Verse 60 says that “many“, not “all” of his listeners, had a negative attitude about the teachings that Jesus had just expressed to them, and they put their attitude into words, saying, “This is a difficult saying; who can listen to it.” The Greek word translated “difficult”, literally means “hard”. The word does not mean “hard to understand”, but “hard to accept” once you understood it. You might say that Jesus’ words were “offensive” – His teachings were opposed to their own personal beliefs and prejudices. Therefore they rejected His whole conversation. True disciples wouldn’t react in that way. A true disciple would be willing to listen, to learn, and to believe in Him because of who He is, even if the teaching might seem, at first, to be offensive. The ancient Greek philosopher, Aristotle, made the following statement: “Understanding is the reward of faith. Therefore, seek not to understand so that you may believe, but believe so that you may understand.” The Lord Jesus has already given this crowd of followers plenty of reasons to believe in Him and trust Him.
Bible expositor, Alfred Barnes, tells us the doctrines that were apparently offensive. First, that Jesus was superior to Moses; secondly, that God would save all that He had chosen, and those only; thirdly, that He was the bread that came from heaven; and fourthly, that it was necessary that an atonement should be made, and that they should be saved by it. Barnes goes on to say, “These doctrines have always been the most offensive that men have been called on to believe, and many, rather than trust in Him, have chosen to draw back to perdition.”
When these so-called disciples said, “Who can hear it?”, they meant, “Who can put up with it?”. “Who can listen to His words any longer without losing their patience and responding with outbursts of anger?”
II. JESUS’ RESPONSE TO THE CROWD (verses 61-65)
The mumbling and grumbling has started again, and verse 61 tells us that Jesus is aware of it. Now He is faced with a choice. Is the Lord Jesus going to politely back away from the conflict? Is He going to give excuses for His offensive words? Is He going to say something like: “I didn’t mean to . . . what I really meant was . .That didn’t come out right . . . what I was trying to say is . . . I’ve had a lot on my mind lately . . . I didn’t sleep well last night , , , Maybe we should start this conversation all over again.” Do those excuses sound familiar? Have you ever used any of them yourself? Be honest!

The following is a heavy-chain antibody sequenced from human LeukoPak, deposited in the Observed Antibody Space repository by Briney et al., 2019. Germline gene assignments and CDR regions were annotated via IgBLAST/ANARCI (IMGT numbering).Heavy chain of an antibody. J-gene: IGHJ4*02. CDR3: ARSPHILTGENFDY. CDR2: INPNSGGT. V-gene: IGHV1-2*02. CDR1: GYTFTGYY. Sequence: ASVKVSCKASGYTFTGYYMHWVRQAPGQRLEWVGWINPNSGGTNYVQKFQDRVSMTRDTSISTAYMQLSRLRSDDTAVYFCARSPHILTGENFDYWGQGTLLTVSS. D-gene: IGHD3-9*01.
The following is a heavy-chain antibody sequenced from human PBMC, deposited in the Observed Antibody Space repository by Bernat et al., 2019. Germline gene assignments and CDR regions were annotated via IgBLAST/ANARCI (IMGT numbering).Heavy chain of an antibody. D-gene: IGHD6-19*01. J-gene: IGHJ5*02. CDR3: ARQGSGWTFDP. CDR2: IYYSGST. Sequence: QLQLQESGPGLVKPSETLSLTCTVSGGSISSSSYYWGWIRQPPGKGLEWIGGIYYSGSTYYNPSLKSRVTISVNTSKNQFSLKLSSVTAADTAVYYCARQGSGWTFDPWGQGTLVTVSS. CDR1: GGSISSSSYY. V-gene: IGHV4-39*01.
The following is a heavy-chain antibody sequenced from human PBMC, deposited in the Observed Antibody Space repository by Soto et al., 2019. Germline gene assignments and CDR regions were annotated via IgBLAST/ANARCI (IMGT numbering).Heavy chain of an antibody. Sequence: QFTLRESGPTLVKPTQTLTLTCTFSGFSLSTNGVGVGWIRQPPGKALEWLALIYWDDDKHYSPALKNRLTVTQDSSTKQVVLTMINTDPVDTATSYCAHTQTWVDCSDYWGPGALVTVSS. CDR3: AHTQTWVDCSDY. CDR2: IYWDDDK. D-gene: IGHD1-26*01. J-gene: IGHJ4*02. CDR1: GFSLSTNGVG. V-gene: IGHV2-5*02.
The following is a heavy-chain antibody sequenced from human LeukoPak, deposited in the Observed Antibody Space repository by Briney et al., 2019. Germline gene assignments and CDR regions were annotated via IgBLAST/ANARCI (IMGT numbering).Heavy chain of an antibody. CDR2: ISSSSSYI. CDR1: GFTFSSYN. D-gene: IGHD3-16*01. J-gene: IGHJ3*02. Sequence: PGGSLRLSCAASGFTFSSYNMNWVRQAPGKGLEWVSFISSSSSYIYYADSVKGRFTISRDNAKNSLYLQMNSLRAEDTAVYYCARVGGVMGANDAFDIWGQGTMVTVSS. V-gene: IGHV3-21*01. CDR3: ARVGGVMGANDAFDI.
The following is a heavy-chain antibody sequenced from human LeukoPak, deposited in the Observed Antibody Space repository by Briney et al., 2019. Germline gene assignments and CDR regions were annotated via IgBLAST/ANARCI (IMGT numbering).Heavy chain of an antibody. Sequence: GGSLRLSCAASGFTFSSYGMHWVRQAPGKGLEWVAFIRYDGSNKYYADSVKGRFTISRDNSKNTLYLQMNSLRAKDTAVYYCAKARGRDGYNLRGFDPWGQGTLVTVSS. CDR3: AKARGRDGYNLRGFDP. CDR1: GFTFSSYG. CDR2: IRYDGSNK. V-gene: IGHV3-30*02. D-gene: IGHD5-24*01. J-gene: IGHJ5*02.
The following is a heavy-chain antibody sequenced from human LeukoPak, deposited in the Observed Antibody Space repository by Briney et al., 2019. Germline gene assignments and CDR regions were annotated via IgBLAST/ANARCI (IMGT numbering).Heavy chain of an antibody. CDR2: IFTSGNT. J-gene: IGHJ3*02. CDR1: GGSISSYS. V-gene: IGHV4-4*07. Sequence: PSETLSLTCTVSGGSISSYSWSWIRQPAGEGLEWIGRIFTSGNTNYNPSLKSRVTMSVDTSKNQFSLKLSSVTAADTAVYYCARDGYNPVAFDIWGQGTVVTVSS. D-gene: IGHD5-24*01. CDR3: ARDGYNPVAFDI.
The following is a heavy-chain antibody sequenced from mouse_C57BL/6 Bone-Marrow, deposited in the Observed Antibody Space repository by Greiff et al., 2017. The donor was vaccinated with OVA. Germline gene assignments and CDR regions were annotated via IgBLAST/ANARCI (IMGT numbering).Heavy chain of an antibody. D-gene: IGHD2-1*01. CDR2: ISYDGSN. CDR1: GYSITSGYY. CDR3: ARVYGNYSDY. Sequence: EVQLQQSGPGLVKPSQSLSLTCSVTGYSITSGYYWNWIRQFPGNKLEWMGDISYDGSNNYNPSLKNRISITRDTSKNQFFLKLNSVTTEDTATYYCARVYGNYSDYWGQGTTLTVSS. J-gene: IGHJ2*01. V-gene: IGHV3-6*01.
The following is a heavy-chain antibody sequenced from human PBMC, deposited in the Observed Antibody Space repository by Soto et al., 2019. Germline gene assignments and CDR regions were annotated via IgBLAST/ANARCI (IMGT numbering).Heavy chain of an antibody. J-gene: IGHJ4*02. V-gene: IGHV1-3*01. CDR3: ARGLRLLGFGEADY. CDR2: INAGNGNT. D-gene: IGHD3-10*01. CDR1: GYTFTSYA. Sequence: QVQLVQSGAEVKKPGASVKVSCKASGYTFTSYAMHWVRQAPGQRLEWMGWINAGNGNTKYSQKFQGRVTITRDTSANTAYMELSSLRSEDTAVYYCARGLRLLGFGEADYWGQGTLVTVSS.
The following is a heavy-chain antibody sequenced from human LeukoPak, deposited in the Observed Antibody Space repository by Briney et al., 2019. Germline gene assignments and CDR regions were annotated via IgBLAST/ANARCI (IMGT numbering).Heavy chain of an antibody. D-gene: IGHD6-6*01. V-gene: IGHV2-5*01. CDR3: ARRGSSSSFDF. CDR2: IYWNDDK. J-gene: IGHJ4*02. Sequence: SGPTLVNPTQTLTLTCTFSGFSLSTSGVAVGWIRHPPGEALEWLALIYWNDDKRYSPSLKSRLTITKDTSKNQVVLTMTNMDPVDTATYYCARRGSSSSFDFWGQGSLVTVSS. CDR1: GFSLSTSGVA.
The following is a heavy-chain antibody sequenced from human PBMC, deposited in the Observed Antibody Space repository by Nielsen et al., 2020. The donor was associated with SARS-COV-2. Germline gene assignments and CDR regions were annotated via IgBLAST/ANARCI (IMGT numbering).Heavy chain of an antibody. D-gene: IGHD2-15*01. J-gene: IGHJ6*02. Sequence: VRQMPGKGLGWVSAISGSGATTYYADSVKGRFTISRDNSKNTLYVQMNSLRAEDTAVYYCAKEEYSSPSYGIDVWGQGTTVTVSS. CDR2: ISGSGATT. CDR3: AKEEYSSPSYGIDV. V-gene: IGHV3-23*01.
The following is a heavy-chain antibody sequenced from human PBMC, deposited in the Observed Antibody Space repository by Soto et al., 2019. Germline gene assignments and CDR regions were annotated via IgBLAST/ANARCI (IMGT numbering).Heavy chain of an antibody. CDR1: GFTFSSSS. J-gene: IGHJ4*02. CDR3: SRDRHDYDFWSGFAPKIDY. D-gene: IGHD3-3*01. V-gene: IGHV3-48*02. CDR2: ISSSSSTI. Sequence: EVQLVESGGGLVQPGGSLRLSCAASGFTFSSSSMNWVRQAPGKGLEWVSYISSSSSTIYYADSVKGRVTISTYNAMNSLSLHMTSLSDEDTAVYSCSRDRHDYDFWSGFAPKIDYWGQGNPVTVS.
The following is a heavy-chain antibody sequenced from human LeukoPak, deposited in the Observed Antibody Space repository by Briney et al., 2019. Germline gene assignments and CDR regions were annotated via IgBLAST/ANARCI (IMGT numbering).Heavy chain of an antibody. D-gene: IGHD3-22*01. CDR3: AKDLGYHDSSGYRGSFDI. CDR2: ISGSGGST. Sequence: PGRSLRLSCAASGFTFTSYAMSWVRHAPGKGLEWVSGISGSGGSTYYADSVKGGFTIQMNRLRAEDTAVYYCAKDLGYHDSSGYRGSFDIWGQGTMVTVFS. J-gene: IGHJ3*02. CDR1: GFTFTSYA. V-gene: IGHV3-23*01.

The other choice would be to stand His ground, give further evidence of the truth of His statements, and then move along in the same direction, full-speed ahead.. This is the course of action that Jesus pursues in spite of their opposition. It’s full-speed ahead! He begins by asking them a question: “Does this cause you to stumble?” He’s letting them know that He hears what they are saying, and He also knows the condition of their hearts. The word “stumble” is the Greek word “skandalizei”. We get our English word “scandalize” from that Greek word. Jesus is saying, “Are My teachings offensive to you?” “Do they go against what you want to believe?” He is also leading into what He is about to say next. His second question, found in verse 62, is “What then if you should behold the Son of Man ascending where He was before?” Jesus is not telling these followers that they will see His ascension into heaven because Acts 1:6-13 tells us that only the eleven apostles watched that happen. Jesus is speaking hypothetically. One of the statements that offended some of these followers was that Jesus claimed that He had come down from heaven. Now He’s saying, “What if you saw me ascend to heaven – the same place that I told you I came from?” “Would that offend you all the more?” You might say, from Jesus’ response, that He is separating the chaff from the wheat!
(MORE COMING SOON)
Welcome to another work-in-progress that is just getting off the ground: John 6:60-71. It begins on a sad note, but the Lord Jesus is going to work His way through it, and so are we. I hope you’ll join in on this construction and enjoy learning some things first-hand yourself also.